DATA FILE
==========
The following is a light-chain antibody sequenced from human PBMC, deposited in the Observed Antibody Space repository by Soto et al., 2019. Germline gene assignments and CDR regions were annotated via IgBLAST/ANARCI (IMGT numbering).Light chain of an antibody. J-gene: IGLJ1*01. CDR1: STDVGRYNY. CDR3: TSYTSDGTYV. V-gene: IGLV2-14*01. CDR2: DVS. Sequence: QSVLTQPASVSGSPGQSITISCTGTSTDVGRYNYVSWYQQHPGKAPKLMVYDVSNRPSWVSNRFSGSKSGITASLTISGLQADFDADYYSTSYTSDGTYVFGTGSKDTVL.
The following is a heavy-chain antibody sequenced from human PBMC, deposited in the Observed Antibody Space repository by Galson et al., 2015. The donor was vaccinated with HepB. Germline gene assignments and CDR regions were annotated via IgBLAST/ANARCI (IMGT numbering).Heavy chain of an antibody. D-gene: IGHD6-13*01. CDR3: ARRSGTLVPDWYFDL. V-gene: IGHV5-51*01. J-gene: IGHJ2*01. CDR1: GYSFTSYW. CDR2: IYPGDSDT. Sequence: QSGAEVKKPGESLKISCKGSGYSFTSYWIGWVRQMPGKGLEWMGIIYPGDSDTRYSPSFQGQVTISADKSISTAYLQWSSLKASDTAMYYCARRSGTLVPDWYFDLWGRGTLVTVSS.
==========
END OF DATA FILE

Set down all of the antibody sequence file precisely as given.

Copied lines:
The following is a light-chain antibody sequenced from human PBMC, deposited in the Observed Antibody Space repository by Soto et al., 2019. Germline gene assignments and CDR regions were annotated via IgBLAST/ANARCI (IMGT numbering).Light chain of an antibody. J-gene: IGLJ1*01. CDR1: STDVGRYNY. CDR3: TSYTSDGTYV. V-gene: IGLV2-14*01. CDR2: DVS. Sequence: QSVLTQPASVSGSPGQSITISCTGTSTDVGRYNYVSWYQQHPGKAPKLMVYDVSNRPSWVSNRFSGSKSGITASLTISGLQADFDADYYSTSYTSDGTYVFGTGSKDTVL.
The following is a heavy-chain antibody sequenced from human PBMC, deposited in the Observed Antibody Space repository by Galson et al., 2015. The donor was vaccinated with HepB. Germline gene assignments and CDR regions were annotated via IgBLAST/ANARCI (IMGT numbering).Heavy chain of an antibody. D-gene: IGHD6-13*01. CDR3: ARRSGTLVPDWYFDL. V-gene: IGHV5-51*01. J-gene: IGHJ2*01. CDR1: GYSFTSYW. CDR2: IYPGDSDT. Sequence: QSGAEVKKPGESLKISCKGSGYSFTSYWIGWVRQMPGKGLEWMGIIYPGDSDTRYSPSFQGQVTISADKSISTAYLQWSSLKASDTAMYYCARRSGTLVPDWYFDLWGRGTLVTVSS.